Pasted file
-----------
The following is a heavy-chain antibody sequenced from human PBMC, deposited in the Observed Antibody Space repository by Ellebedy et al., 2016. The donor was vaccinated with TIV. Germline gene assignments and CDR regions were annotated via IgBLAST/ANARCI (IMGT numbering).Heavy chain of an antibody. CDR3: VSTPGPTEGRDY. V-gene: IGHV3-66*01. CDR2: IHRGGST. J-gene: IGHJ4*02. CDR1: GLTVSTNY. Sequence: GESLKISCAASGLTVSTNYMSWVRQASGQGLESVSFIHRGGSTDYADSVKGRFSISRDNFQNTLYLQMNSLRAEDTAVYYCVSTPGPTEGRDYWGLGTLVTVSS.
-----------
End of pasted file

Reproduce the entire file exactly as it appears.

The following is a heavy-chain antibody sequenced from human PBMC, deposited in the Observed Antibody Space repository by Ellebedy et al., 2016. The donor was vaccinated with TIV. Germline gene assignments and CDR regions were annotated via IgBLAST/ANARCI (IMGT numbering).Heavy chain of an antibody. CDR3: VSTPGPTEGRDY. V-gene: IGHV3-66*01. CDR2: IHRGGST. J-gene: IGHJ4*02. CDR1: GLTVSTNY. Sequence: GESLKISCAASGLTVSTNYMSWVRQASGQGLESVSFIHRGGSTDYADSVKGRFSISRDNFQNTLYLQMNSLRAEDTAVYYCVSTPGPTEGRDYWGLGTLVTVSS.